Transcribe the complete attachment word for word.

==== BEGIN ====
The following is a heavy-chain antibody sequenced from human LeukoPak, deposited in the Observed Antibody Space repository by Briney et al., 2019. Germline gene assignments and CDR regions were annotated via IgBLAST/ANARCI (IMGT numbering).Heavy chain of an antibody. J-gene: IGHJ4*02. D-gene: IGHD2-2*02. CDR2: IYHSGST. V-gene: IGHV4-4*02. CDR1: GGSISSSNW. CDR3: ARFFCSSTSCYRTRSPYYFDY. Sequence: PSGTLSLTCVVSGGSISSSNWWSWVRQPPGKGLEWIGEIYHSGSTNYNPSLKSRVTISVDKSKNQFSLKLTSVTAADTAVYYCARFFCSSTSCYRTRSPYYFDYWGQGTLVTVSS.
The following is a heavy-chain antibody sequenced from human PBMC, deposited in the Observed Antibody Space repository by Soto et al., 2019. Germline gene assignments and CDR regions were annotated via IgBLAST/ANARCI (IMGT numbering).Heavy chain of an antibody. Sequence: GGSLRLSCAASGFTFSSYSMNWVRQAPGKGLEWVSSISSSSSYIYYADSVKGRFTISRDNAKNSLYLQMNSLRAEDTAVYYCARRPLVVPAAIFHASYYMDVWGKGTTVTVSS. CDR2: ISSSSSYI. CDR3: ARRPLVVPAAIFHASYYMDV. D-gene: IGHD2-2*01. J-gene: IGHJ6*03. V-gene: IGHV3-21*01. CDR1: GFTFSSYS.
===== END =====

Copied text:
The following is a heavy-chain antibody sequenced from human LeukoPak, deposited in the Observed Antibody Space repository by Briney et al., 2019. Germline gene assignments and CDR regions were annotated via IgBLAST/ANARCI (IMGT numbering).Heavy chain of an antibody. J-gene: IGHJ4*02. D-gene: IGHD2-2*02. CDR2: IYHSGST. V-gene: IGHV4-4*02. CDR1: GGSISSSNW. CDR3: ARFFCSSTSCYRTRSPYYFDY. Sequence: PSGTLSLTCVVSGGSISSSNWWSWVRQPPGKGLEWIGEIYHSGSTNYNPSLKSRVTISVDKSKNQFSLKLTSVTAADTAVYYCARFFCSSTSCYRTRSPYYFDYWGQGTLVTVSS.
The following is a heavy-chain antibody sequenced from human PBMC, deposited in the Observed Antibody Space repository by Soto et al., 2019. Germline gene assignments and CDR regions were annotated via IgBLAST/ANARCI (IMGT numbering).Heavy chain of an antibody. Sequence: GGSLRLSCAASGFTFSSYSMNWVRQAPGKGLEWVSSISSSSSYIYYADSVKGRFTISRDNAKNSLYLQMNSLRAEDTAVYYCARRPLVVPAAIFHASYYMDVWGKGTTVTVSS. CDR2: ISSSSSYI. CDR3: ARRPLVVPAAIFHASYYMDV. D-gene: IGHD2-2*01. J-gene: IGHJ6*03. V-gene: IGHV3-21*01. CDR1: GFTFSSYS.